On 17th of February, Joe Conway committed patch:
Add new system view, pg_config
Move and refactor the underlying code for the pg_config client
application to src/common in support of sharing it with a new
system information SRF called pg_config() which makes the same
information available via SQL. Additionally wrap the SRF with a
new system view, as called pg_config.
Patch by me with extensive input and review by Michael Paquier
and additional review by Alvaro Herrera.
Continue reading Waiting for 9.6 – Add new system view, pg_config
On 11th of February, Tom Lane committed patch:
Remove GROUP BY columns that are functionally dependent on other columns.
If a GROUP BY clause includes all columns of a non-deferred primary key,
as well as other columns of the same relation, those other columns are
redundant and can be dropped from the grouping; the pkey is enough to
ensure that each row of the table corresponds to a separate group.
Getting rid of the excess columns will reduce the cost of the sorting or
hashing needed to implement GROUP BY, and can indeed remove the need for
a sort step altogether.
This seems worth testing for since many query authors are not aware of
the GROUP-BY-primary-key exception to the rule about queries not being
allowed to reference non-grouped-by columns in their targetlists or
HAVING clauses. Thus, redundant GROUP BY items are not uncommon. Also,
we can make the test pretty cheap in most queries where it won't help
by not looking up a rel's primary key until we've found that at least
two of its columns are in GROUP BY.
David Rowley, reviewed by Julien Rouhaud
Continue reading Waiting for 9.6 – Remove GROUP BY columns that are functionally dependent on other columns.
On 5th of February, Tom Lane committed patch:
Add num_nulls() and num_nonnulls() to count NULL arguments.
An example use-case is "CHECK(num_nonnulls(a,b,c) = 1)" to assert that
exactly one of a,b,c isn't NULL. The functions are variadic, so they
can also be pressed into service to count the number of null or nonnull
elements in an array.
Marko Tiikkaja, reviewed by Pavel Stehule
Continue reading Waiting for 9.6 – Add num_nulls() and num_nonnulls() to count NULL arguments.
On 20th of January, Robert Haas committed patch:
The core innovation of this patch is the introduction of the concept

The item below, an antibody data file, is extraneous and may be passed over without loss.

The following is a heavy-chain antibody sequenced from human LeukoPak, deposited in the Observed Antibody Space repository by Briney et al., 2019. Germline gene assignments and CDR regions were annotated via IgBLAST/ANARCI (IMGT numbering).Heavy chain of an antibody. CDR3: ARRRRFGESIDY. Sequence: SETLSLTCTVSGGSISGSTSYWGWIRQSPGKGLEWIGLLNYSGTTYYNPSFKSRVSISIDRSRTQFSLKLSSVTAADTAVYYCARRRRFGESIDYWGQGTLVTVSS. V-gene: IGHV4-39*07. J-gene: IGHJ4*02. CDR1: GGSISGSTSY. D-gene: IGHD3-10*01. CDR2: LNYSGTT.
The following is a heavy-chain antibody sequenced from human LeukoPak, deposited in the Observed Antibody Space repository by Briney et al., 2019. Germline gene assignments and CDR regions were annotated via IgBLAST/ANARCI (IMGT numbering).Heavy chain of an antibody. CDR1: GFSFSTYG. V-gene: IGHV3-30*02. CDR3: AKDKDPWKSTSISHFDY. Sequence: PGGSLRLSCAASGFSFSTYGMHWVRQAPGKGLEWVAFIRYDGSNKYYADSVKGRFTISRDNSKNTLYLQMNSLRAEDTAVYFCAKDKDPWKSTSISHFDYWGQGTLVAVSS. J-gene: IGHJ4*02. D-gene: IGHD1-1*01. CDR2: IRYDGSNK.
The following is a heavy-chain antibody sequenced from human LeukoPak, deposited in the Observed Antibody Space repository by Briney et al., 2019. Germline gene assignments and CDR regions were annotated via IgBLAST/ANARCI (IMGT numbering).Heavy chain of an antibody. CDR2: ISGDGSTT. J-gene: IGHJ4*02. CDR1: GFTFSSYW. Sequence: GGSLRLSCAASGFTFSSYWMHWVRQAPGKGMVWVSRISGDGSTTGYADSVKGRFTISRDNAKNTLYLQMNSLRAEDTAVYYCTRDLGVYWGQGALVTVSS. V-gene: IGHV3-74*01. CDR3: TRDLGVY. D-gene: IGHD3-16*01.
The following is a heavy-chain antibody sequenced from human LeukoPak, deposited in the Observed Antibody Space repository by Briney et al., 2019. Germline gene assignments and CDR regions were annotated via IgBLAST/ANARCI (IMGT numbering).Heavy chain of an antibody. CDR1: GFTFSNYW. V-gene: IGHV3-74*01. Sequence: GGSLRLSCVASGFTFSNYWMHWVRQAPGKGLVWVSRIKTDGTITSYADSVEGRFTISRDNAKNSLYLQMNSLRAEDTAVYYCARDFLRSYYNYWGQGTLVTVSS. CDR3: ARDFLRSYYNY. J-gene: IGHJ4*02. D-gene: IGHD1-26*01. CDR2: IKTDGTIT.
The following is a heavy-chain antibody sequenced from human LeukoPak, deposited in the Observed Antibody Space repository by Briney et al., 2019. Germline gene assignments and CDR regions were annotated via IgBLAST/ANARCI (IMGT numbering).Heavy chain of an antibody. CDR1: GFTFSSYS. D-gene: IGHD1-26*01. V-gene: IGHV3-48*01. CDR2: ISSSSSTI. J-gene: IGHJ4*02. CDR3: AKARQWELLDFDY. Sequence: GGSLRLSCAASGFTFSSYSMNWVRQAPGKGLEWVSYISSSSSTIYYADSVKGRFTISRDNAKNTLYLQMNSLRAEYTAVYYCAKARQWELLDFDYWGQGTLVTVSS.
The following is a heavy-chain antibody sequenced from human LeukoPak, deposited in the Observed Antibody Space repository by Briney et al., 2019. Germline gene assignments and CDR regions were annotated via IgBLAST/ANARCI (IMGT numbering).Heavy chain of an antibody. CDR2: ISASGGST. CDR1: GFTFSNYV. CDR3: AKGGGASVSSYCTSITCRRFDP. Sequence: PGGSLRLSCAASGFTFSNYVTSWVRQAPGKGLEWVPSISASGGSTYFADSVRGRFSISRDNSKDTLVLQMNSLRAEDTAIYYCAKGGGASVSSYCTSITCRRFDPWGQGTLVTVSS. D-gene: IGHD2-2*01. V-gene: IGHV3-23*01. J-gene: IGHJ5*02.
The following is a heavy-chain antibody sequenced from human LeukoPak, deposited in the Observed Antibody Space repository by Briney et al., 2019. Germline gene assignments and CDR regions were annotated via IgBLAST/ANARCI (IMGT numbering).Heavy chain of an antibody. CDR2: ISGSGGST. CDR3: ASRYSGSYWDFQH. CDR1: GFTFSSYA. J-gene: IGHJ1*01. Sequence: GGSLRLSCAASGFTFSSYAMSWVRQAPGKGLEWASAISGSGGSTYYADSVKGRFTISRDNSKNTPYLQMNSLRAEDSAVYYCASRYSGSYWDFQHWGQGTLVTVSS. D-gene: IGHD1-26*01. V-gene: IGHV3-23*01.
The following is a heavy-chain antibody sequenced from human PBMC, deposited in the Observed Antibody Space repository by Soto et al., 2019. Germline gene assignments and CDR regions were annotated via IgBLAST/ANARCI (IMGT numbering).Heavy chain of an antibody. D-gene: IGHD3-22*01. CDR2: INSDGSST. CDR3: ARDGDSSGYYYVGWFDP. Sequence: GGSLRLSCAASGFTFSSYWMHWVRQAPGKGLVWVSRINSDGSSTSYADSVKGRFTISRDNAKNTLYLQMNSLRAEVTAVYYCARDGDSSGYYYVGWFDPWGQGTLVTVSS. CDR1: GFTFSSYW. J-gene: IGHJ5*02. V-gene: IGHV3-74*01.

of a partial path; that is, a path which if executed in parallel will
generate a subset of the output rows in each process. Gathering a
partial path produces an ordinary (complete) path. This allows us to
generate paths for parallel joins by joining a partial path for one
side (which at the baserel level is currently always a Partial Seq
Scan) to an ordinary path on the other side. This is subject to
various restrictions at present, especially that this strategy seems
unlikely to be sensible for merge joins, so only nested loops and
hash joins paths are generated.
This also allows an Append node to be pushed below a Gather node in
the case of a partitioned table.
Testing revealed that early versions of this patch made poor decisions
in some cases, which turned out to be caused by the fact that the
original cost model for Parallel Seq Scan wasn't very good. So this
patch tries to make some modest improvements in that area.
There is much more to be done in the area of generating good parallel
plans in all cases, but this seems like a useful step forward.
Patch by me, reviewed by Dilip Kumar and Amit Kapila.
Continue reading Waiting for 9.6 – Support parallel joins, and make related improvements.
On 18th of December, Teodor Sigaev committed patch:
Allow to omit boundaries in array subscript
Allow to omiy lower or upper or both boundaries in array subscript
for selecting slice of array.
Author: YUriy Zhuravlev
Continue reading Waiting for 9.6 – Allow to omit boundaries in array subscript
On 18th of December, Teodor Sigaev committed patch:
Introduce distance operators over cubes:
<#> taxicab distance
<-> euclidean distance
<=> chebyshev distance
Also add kNN support of those distances in GiST opclass.
Author: Stas Kelvich
Continue reading Waiting for 9.6 – Cube extension kNN support
On 9th of December, Robert Haas committed patch:
Allow EXPLAIN (ANALYZE, VERBOSE) to display per-worker statistics.
The original parallel sequential scan commit included only very limited
changes to the EXPLAIN output. Aggregated totals from all workers were
displayed, but there was no way to see what each individual worker did
or to distinguish the effort made by the workers from the effort made by
Per a gripe by Thom Brown (and maybe others). Patch by me, reviewed
by Amit Kapila.